The Sierra Leone Red Cross Society has launched a new weapon in the fight against cholera. The society has taken to the airwaves to provide people with information and advice on preventing the disease.
The first show took place on 23 October on the national radio station, SLBC, and will broadcast for one hour each week on a range of issues from cholera and malaria prevention to disaster preparedness.
The first show talked about common cholera myths and included interviews with health experts from the organization, who then answered phoned-in questions from the audience.
Haja Kultumi Karim, Health Coordinator, with Sierra Leone Red Cross Society, said: “There are a lot of misconceptions about cholera in Sierra Leone; for example that the disease is spread through the air, or that drinking gin will cure you. While these might seem funny, they can be deadly - people won’t wash their hands if they think cholera is airborne or go to a hospital when they get sick if they believe gin is all they need.
“Next week we plan to investigate the link between food and cholera, which research shows is little understood by the population.”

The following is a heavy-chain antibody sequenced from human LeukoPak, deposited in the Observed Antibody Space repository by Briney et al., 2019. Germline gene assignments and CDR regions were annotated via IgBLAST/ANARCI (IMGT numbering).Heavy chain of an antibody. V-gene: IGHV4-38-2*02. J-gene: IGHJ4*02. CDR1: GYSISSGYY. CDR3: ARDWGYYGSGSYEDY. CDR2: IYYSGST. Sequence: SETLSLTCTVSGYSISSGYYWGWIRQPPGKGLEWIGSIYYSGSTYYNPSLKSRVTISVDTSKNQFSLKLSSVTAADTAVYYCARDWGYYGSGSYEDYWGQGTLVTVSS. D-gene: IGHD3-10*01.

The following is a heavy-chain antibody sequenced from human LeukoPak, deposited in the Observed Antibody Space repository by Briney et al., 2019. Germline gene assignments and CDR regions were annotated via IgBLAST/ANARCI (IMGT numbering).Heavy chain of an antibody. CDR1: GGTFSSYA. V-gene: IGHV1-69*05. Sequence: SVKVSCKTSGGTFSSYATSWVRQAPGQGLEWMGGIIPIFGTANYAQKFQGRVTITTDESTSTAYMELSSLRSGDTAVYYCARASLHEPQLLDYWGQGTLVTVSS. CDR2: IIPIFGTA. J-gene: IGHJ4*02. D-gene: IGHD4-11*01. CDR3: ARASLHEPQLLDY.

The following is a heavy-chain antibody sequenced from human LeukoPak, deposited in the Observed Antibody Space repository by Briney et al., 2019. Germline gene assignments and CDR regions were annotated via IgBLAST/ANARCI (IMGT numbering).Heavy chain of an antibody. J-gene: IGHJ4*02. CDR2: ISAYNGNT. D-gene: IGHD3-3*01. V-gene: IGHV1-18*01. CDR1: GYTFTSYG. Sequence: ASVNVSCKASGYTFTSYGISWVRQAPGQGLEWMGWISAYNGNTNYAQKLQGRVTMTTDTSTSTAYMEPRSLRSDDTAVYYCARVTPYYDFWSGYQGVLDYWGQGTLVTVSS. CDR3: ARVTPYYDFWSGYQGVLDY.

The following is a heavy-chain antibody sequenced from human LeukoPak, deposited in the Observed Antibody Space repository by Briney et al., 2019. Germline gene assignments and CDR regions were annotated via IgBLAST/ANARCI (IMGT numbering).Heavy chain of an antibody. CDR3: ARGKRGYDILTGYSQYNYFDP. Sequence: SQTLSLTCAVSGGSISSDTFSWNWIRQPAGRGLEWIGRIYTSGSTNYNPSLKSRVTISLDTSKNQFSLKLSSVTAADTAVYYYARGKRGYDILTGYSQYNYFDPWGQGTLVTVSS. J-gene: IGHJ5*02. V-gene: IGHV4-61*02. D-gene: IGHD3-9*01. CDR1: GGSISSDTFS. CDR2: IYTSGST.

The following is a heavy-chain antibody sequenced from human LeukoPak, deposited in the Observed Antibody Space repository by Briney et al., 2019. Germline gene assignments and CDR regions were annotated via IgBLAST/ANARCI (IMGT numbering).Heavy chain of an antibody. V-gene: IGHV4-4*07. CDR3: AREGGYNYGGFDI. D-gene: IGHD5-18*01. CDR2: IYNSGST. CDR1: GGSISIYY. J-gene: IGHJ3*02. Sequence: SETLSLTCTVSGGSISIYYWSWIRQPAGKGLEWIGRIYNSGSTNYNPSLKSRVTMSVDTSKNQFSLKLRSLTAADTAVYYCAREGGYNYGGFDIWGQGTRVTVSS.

‘Red Cross nar Salone’, which means Red Cross in Sierra Leone in Krio, will be hosted each week by Red Cross communication officer, Patrick Massaquoi. “This show will be crucial in reaching people with practical and useful information they can use to improve their health and well-being,” he said. “The speed of radio allows us to be closer to the population and the fact they can call in on toll-free numbers and ask questions makes it interactive and gives a voice to our listeners.”
The new radio show is being supported by the distribution of 500 wind-up, solar powered radios from the New Zealand Red Cross. The radios will be given to community volunteers in remote communities, who traditionally lack access to information.
The volunteers are being trained to establish listening groups and Red Cross nar Salone will be top of the list. “Radio is massively popular in Sierra Leone – nearly 80 per cent of the population listen to radio, but the cost of batteries makes it difficult for people to have regular access,” Massaquoi said. “These solar powered radios will ensure that no matter how much money someone has in their pocket they will still have access to information whenever they need it – whether it’s a warning of an impending flood or practical advice on preventing malaria.”